The stag – and there was only one – was striding around in an assertive manner, aiming to garner respect. The deer weren’t bothered either way, and there were no other males to impress. He realised he was wasting his time, and fell to grazing instead.
I’m still stuck without a camera, so these slightly fuzzy efforts will have to do as a record of a few magic moments shared with a parcel of deer we came across .
Did you know that ‘parcel‘ is a collective noun for deer? Me neither. Try these too.
Dovedale? Yes, it’s in the Peak District, a glorious area of England, part of its Pennine spine. There are old stone-built towns and villages with long histories of hard work in mining, textiles and farming. There are limestone and millstone grit uplands and escarpments, with distant forest and moorland views, and valleys and gorges cut deep into the limestone. There are ancient stone circles and enchanting landscapes. Forget modern life, put on your walking boots and explore.
We had four wonderful days, which for once, we didn’t have to organise. Here’s why.
Autumn was begining to show its colours, but summer temperatures remained. We walked. I didn’t have a camera (Barcelona…..). I had a new mobile phone though. It isn’t the same, but I played with some of its gizmos. Here are my postcards from Dovedale.
Thorpe Cloud. It’s a tough triangular hill, formed of marine skeletons which haven’t easily eroded.
The Nine Ladies, a Bronze Age standing circle.
This fly agaric was an early victim of special effects on my phone.
Views from the heather moorland near the Nine Ladies. We’re by a Bronze Age cairn
Special FX again….
These drystone wall edged fields are reminiscent of the Yorkshire Dales.
The stepping stones across the river in Dovedale…..
… the needle-like crags…..
… the caves…
..the autumn colours near the riverside.
Autumn colour again
And a deliberately impressionistic take on the trees reflected in the water.
Regular readers know I’m a member of a walking group. Regular readers don’t know that one of the features of our summer programme is a series of evening pub walks: walks of only three or four miles, finishing up at a pub for a convivial meal or drink together. Usually about eight to twelve people come along. This time, it was my turn to lead the walk, which had been publicised round the area in a low-key kind of way.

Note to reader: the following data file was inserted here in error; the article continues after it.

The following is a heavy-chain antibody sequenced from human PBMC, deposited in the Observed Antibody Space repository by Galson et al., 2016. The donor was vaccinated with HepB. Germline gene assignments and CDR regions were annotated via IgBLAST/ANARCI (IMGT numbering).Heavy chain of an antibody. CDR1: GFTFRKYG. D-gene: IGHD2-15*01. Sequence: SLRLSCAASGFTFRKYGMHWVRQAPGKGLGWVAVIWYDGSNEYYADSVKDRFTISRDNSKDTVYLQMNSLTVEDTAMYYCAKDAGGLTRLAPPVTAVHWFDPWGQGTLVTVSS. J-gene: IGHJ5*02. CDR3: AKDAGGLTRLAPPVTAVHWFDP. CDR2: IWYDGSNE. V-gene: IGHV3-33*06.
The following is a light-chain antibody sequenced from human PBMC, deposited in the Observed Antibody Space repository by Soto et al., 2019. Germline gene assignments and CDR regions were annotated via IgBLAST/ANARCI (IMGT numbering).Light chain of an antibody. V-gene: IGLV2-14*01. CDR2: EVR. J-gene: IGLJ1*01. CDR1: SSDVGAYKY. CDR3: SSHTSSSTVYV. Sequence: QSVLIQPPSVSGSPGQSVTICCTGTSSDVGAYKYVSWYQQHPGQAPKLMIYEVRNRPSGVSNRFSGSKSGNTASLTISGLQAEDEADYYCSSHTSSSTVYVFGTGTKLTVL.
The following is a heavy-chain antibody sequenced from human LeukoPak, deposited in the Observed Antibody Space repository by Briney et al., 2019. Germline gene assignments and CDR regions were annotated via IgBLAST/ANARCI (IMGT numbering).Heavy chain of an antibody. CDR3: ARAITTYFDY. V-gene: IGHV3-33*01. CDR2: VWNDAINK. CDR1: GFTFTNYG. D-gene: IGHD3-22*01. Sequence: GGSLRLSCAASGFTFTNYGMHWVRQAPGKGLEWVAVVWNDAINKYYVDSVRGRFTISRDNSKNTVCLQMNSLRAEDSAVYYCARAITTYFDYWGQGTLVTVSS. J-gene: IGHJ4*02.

I’d already been messaged by a Chinese woman who asked if, though they weren’t members of ‘rumbles’, a group of nine of them could come along. Three other new-to-us people got in touch, and on the night, two other ‘newbies’ were there. Then there were Emily and Miquel, over from Spain.
The group of nine proved after all to be eleven, and included two small children. They were an extended family, living in various places all over the north of England, who’d snatched a few precious days staying together at a local campsite.
The usual regulars turned up. I did a quick head count. Twenty nine people….
Have you ever tried getting twenty nine people over several stiles, down narrow paths, along the lakeside, through the woods, across the fields, down the road and back through the Nature Reserve without losing anyone en route? Actually, because of the small children, the Chinese team left us at half time, but we had fun making new friends and promising to try out the restaurant that one branch of the family runs, many miles north from here.
The pub coped admirably. In fact only twelve of us chose to eat there, though most of the others stayed for a drink. Here’s free publicity for The Freemason’s Arms, Nosterfield. Great home-cooked food (try the fish and chips if you dare. Massive), provided by a friendly, unflappable team.